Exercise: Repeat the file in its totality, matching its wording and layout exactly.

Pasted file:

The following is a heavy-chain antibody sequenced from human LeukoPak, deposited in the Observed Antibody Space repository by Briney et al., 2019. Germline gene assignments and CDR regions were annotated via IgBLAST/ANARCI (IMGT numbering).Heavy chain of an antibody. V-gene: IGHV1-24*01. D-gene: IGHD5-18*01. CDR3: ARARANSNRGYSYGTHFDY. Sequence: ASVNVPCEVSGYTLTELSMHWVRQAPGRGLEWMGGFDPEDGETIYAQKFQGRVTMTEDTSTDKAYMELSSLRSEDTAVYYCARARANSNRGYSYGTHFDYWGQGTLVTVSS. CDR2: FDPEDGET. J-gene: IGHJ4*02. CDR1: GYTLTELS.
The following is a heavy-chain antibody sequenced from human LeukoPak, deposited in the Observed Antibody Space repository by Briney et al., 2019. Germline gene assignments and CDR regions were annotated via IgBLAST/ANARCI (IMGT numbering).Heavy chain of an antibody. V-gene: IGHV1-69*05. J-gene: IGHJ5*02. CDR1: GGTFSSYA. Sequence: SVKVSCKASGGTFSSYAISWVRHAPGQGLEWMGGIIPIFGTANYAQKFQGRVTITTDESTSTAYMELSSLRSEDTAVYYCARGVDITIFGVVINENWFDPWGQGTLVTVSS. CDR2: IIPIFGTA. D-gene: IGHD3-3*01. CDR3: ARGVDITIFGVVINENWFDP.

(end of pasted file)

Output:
The following is a heavy-chain antibody sequenced from human LeukoPak, deposited in the Observed Antibody Space repository by Briney et al., 2019. Germline gene assignments and CDR regions were annotated via IgBLAST/ANARCI (IMGT numbering).Heavy chain of an antibody. V-gene: IGHV1-24*01. D-gene: IGHD5-18*01. CDR3: ARARANSNRGYSYGTHFDY. Sequence: ASVNVPCEVSGYTLTELSMHWVRQAPGRGLEWMGGFDPEDGETIYAQKFQGRVTMTEDTSTDKAYMELSSLRSEDTAVYYCARARANSNRGYSYGTHFDYWGQGTLVTVSS. CDR2: FDPEDGET. J-gene: IGHJ4*02. CDR1: GYTLTELS.
The following is a heavy-chain antibody sequenced from human LeukoPak, deposited in the Observed Antibody Space repository by Briney et al., 2019. Germline gene assignments and CDR regions were annotated via IgBLAST/ANARCI (IMGT numbering).Heavy chain of an antibody. V-gene: IGHV1-69*05. J-gene: IGHJ5*02. CDR1: GGTFSSYA. Sequence: SVKVSCKASGGTFSSYAISWVRHAPGQGLEWMGGIIPIFGTANYAQKFQGRVTITTDESTSTAYMELSSLRSEDTAVYYCARGVDITIFGVVINENWFDPWGQGTLVTVSS. CDR2: IIPIFGTA. D-gene: IGHD3-3*01. CDR3: ARGVDITIFGVVINENWFDP.